GDPR and the Tendering process
- Employment Law
- 24th Apr 2018
The new data protection regulations, or GDPR as it is most commonly known, comes into force on 25 May 2018. The new rules have introduced heightened processes which every business must undergo when handling and processing personal data. The latest challenge for businesses is to the consider the ramification if they are not complying with […]
By aleksMLP Law
The new data protection regulations, or GDPR as it is most commonly known, comes into force on 25 May 2018. The new rules have introduced heightened processes which every business must undergo when handling and processing personal data.
The latest challenge for businesses is to the consider the ramification if they are not complying with the new regulations. The fines imposed and reputational damage caused by not complying are significant. As such, organisations are looking at their supply chains in order to protect themselves. Controllers are liability for their compliance with GDPR and will only appoint processors who can provide sufficient guarantees that the requirements of the GDPR will be met and the rights of data subjects protected.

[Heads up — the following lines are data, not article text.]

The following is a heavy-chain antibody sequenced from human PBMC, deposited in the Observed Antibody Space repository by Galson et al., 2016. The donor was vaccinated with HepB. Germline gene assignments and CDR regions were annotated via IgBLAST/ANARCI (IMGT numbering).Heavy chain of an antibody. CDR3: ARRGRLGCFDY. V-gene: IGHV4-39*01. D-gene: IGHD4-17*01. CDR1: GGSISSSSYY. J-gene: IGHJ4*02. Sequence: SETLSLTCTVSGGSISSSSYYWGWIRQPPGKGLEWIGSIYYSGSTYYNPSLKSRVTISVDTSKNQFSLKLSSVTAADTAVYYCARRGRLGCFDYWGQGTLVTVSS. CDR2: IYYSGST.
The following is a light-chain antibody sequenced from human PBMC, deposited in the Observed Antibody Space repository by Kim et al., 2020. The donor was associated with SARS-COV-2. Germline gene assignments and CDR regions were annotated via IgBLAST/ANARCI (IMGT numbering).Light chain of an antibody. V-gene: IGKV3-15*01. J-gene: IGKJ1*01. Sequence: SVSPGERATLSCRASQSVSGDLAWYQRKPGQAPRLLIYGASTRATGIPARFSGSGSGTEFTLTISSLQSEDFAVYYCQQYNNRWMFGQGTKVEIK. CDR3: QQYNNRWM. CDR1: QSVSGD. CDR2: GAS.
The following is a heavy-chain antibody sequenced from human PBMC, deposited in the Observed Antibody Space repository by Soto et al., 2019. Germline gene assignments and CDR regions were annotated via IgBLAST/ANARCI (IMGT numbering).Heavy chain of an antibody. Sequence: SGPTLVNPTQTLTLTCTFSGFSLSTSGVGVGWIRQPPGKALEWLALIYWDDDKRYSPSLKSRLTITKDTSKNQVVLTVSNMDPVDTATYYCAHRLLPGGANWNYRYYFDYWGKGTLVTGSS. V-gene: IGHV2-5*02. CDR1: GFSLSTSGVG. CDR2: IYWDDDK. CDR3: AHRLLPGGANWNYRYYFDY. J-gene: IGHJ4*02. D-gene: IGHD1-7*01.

Many public and private tenders are increasingly asking suppliers if they are GDPR compliant. We’re becoming more aware of scenarios such as this, especially in the construction industry. Businesses are being asked:
- if they are GDPR compliant;
- if they are maintaining Data Processing Records; and
- whether their standard contract terms include the new GDPR mandatory provisions.
It is not going to be satisfactory to simply answer yes. In order to get through the tender process, you need to show you are being complaint and provide evidence. Ensure your future tendering efforts don’t go to waste merely by a lack of GDPR compliance. It will be good practice to ensure your business compliant with GDPR, regardless, in the event of an ICO audit being carried out on your business.
When a data controller uses a processor, it needs to have a written contract, or a Processor Agreement, in place so that both parties understand their responsibilities and liabilities. A Processor Agreement will also help increase data subjects’ confidence in the handling of their personal data.
If you would like to contact someone from the Employment team about any of the issues in this blog, please email email@example.com. Alternatively, please call 0161 926 9969.
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About the expert
Stephen is the Owner of MLP Law and leads our Commercial, IP and Dispute Resolution teams which provide advice on all aspects of the law relating to mergers, acquisitions, financing, re-structuring, complex commercial contracts, standard trading terms, share options, shareholder and partnership agreements, commercial dispute resolution, joint venture and partnering arrangements, IT and Technology law, Intellectual Property, EU and competition law, Brexit and GDPR.
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